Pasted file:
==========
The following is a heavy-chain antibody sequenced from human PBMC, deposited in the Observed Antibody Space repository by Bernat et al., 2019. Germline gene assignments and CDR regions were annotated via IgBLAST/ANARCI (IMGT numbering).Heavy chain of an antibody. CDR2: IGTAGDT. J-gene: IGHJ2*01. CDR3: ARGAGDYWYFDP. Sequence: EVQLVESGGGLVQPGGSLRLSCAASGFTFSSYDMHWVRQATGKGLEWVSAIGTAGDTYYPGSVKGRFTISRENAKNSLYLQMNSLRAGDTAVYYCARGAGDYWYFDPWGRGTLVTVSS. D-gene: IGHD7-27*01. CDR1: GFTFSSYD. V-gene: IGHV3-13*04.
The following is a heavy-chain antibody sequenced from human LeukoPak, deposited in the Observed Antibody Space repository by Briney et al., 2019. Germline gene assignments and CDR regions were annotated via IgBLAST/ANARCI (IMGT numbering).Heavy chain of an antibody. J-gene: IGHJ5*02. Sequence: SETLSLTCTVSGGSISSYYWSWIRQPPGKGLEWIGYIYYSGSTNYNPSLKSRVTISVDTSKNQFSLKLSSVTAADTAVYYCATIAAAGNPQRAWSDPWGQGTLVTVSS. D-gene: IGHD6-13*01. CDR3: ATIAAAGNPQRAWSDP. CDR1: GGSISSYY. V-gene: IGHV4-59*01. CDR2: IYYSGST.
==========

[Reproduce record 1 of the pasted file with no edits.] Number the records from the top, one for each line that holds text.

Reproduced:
The following is a heavy-chain antibody sequenced from human PBMC, deposited in the Observed Antibody Space repository by Bernat et al., 2019. Germline gene assignments and CDR regions were annotated via IgBLAST/ANARCI (IMGT numbering).Heavy chain of an antibody. CDR2: IGTAGDT. J-gene: IGHJ2*01. CDR3: ARGAGDYWYFDP. Sequence: EVQLVESGGGLVQPGGSLRLSCAASGFTFSSYDMHWVRQATGKGLEWVSAIGTAGDTYYPGSVKGRFTISRENAKNSLYLQMNSLRAGDTAVYYCARGAGDYWYFDPWGRGTLVTVSS. D-gene: IGHD7-27*01. CDR1: GFTFSSYD. V-gene: IGHV3-13*04.